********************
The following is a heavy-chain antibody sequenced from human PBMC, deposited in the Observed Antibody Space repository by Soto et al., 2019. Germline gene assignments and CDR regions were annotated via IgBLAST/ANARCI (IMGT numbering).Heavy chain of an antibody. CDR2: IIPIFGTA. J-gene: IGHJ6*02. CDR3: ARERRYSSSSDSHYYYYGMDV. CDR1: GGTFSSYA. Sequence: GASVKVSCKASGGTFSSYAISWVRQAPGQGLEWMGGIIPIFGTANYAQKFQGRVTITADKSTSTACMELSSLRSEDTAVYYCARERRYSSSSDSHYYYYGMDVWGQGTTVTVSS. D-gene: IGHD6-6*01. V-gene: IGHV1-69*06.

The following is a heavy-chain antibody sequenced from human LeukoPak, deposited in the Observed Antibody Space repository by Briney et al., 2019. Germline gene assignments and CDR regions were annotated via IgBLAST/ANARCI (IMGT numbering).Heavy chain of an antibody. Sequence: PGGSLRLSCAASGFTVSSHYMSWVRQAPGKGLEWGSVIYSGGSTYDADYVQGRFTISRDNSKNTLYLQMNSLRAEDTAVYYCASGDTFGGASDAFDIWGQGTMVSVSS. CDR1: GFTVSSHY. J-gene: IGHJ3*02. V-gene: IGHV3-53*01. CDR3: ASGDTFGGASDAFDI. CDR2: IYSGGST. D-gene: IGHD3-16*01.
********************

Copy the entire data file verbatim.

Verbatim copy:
The following is a heavy-chain antibody sequenced from human PBMC, deposited in the Observed Antibody Space repository by Soto et al., 2019. Germline gene assignments and CDR regions were annotated via IgBLAST/ANARCI (IMGT numbering).Heavy chain of an antibody. CDR2: IIPIFGTA. J-gene: IGHJ6*02. CDR3: ARERRYSSSSDSHYYYYGMDV. CDR1: GGTFSSYA. Sequence: GASVKVSCKASGGTFSSYAISWVRQAPGQGLEWMGGIIPIFGTANYAQKFQGRVTITADKSTSTACMELSSLRSEDTAVYYCARERRYSSSSDSHYYYYGMDVWGQGTTVTVSS. D-gene: IGHD6-6*01. V-gene: IGHV1-69*06.

The following is a heavy-chain antibody sequenced from human LeukoPak, deposited in the Observed Antibody Space repository by Briney et al., 2019. Germline gene assignments and CDR regions were annotated via IgBLAST/ANARCI (IMGT numbering).Heavy chain of an antibody. Sequence: PGGSLRLSCAASGFTVSSHYMSWVRQAPGKGLEWGSVIYSGGSTYDADYVQGRFTISRDNSKNTLYLQMNSLRAEDTAVYYCASGDTFGGASDAFDIWGQGTMVSVSS. CDR1: GFTVSSHY. J-gene: IGHJ3*02. V-gene: IGHV3-53*01. CDR3: ASGDTFGGASDAFDI. CDR2: IYSGGST. D-gene: IGHD3-16*01.